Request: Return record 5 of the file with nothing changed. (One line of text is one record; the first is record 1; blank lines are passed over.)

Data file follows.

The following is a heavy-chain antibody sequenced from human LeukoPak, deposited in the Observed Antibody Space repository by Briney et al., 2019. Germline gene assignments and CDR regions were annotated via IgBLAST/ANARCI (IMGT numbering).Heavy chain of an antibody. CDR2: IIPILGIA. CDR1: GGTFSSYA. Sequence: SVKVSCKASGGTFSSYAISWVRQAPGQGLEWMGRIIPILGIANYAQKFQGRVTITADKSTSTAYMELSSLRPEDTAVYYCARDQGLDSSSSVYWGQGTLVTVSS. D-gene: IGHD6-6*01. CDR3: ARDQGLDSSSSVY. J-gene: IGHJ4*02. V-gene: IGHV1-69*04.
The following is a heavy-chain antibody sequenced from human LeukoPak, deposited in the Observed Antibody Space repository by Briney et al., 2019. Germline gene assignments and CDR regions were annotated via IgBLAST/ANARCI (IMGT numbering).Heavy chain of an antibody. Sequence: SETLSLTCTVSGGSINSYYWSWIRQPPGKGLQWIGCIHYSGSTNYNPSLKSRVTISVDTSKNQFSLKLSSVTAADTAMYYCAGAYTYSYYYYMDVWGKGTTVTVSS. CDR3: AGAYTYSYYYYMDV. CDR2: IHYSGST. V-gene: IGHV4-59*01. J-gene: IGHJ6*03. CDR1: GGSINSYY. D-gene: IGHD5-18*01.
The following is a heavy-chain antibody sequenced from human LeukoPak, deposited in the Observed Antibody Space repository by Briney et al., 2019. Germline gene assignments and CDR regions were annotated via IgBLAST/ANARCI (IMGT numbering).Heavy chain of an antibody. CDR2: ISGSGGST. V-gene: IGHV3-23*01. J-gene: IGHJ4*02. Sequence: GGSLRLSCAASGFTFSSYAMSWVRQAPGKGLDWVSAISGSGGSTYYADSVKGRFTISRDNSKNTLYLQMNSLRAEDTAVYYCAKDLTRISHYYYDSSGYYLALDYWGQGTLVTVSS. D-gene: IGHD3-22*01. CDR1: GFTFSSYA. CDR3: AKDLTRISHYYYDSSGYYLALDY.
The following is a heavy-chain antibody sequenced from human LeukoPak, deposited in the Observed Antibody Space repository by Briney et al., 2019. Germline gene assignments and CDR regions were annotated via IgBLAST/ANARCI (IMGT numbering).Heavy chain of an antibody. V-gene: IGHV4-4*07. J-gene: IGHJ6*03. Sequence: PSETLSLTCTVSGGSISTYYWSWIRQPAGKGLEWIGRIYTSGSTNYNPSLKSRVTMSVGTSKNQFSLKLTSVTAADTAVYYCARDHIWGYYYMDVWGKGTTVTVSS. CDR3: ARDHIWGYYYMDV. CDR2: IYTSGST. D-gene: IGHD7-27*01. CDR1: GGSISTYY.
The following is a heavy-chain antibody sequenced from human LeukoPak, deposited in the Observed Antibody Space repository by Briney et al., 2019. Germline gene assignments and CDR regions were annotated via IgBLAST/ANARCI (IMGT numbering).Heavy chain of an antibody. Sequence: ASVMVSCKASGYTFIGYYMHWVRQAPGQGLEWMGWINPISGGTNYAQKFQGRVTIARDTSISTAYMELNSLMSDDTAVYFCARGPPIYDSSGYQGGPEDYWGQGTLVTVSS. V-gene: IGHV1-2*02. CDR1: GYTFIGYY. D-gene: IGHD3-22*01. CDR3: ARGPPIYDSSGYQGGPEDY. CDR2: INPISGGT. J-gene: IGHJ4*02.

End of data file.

The following is a heavy-chain antibody sequenced from human LeukoPak, deposited in the Observed Antibody Space repository by Briney et al., 2019. Germline gene assignments and CDR regions were annotated via IgBLAST/ANARCI (IMGT numbering).Heavy chain of an antibody. Sequence: ASVMVSCKASGYTFIGYYMHWVRQAPGQGLEWMGWINPISGGTNYAQKFQGRVTIARDTSISTAYMELNSLMSDDTAVYFCARGPPIYDSSGYQGGPEDYWGQGTLVTVSS. V-gene: IGHV1-2*02. CDR1: GYTFIGYY. D-gene: IGHD3-22*01. CDR3: ARGPPIYDSSGYQGGPEDY. CDR2: INPISGGT. J-gene: IGHJ4*02.